The British Medical Association as an organisation is currently opposed to changing the law, particularly in any manner that would rely on the participation of their members. They did remove the commitment to preserving human life at any expense as an objective in 2012 however, which could be seen as a step towards acceptance, as it removes an irreconcilable ideal from the context of the debate.
At odds with this is the opinion of the British Medical Journal (the academic journal of the BMA) which published support for the Assisted Dying Bill, an unexpected stance that suggests that there is not total accord within the association about the issue. International Comparisons It is useful to consider how the matter has been addressed in other countries, as this can provide insight into how theoretical arguments play out in reality.
The first example is that of the US state of Oregon, which enacted assisted suicide in 1997, as that legislation was used as the basis for the current Assisted Dying Bill. The act allows terminally ill people that live in the state to be prescribed lethal drugs to self administer, providing they are over 18, have the capacity to decide and communicate this decision and have terminal illness with a prognosis of no more than six months.
As of 2007 292 people had received prescriptions, and a study addressing the issue of whether the legislation had increased the risk for those considered vulnerable (defining vulnerable as the elderly, women, those of lower education, the poor, the physically disabled, those with psychiatric illnesses and those from ethnic minorities), and found that legal physician assisted suicide had no greater risk of uptake in such vulnerable groups in comparison to the rest of the population.
 This does address one of the arguments often touted by those in opposition, who consistently raise the point that the statistics for the elderly and disabled will be disproportionately high as they are considered to be more vulnerable to outside influence. Uptake rates being so low suggest that this is is not correct, although it must be taken into account the fundamental differences in the UK and US health services (insurance based versus free at the point of use) do limit comparisons somewhat.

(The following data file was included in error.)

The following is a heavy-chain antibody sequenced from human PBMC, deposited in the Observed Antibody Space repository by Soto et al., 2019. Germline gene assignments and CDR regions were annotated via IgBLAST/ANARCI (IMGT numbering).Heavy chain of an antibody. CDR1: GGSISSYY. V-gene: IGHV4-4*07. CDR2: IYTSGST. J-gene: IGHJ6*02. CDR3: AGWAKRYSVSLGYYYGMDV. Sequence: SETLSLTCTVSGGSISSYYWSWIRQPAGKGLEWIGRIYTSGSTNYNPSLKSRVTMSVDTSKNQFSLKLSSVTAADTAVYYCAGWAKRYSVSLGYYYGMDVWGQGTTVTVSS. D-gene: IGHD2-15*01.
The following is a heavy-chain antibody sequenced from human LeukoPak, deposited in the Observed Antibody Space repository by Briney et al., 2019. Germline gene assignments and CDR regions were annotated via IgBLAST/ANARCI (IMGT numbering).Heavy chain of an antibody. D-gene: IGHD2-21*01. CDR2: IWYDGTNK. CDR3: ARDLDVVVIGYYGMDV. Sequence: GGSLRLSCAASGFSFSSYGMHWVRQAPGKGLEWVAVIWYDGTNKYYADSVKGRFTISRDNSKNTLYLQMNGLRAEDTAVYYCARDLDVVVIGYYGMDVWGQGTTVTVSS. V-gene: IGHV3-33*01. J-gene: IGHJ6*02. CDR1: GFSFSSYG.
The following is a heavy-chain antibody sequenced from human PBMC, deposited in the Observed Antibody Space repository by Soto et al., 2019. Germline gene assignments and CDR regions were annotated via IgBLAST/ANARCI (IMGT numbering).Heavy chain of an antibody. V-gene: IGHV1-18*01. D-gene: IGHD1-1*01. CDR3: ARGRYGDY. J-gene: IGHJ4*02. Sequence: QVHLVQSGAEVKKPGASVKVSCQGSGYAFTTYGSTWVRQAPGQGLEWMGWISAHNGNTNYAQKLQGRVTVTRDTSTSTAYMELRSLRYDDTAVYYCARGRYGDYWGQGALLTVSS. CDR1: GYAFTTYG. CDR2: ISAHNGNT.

The next example is Switzerland, a country whose laws are of considerable importance as it is where the vast majority of “suicide tourists” travel to, specifically Dignitas, the medical organisation that assists those with severe illnesses to die. There is no explicit law in Switzerland that legalises assisted suicide; the Swiss Criminal Code Article 115 states that it is only illegal if done with selfish motive.
 Additionally there are no specific requirements for those seeking assisted suicide to be terminally ill and have a short term prognosis either, and as of 2009 out of the 115 British citizens that had died at Dignitas 8 have not had medical conditions considered to be terminal.  This shows a system that has expanded beyond that which the UK is currently debating and can provide insight into how attitudes regarding assisted suicide can be influenced by the legality, as the link between illegal and immoral is strongly intertwined.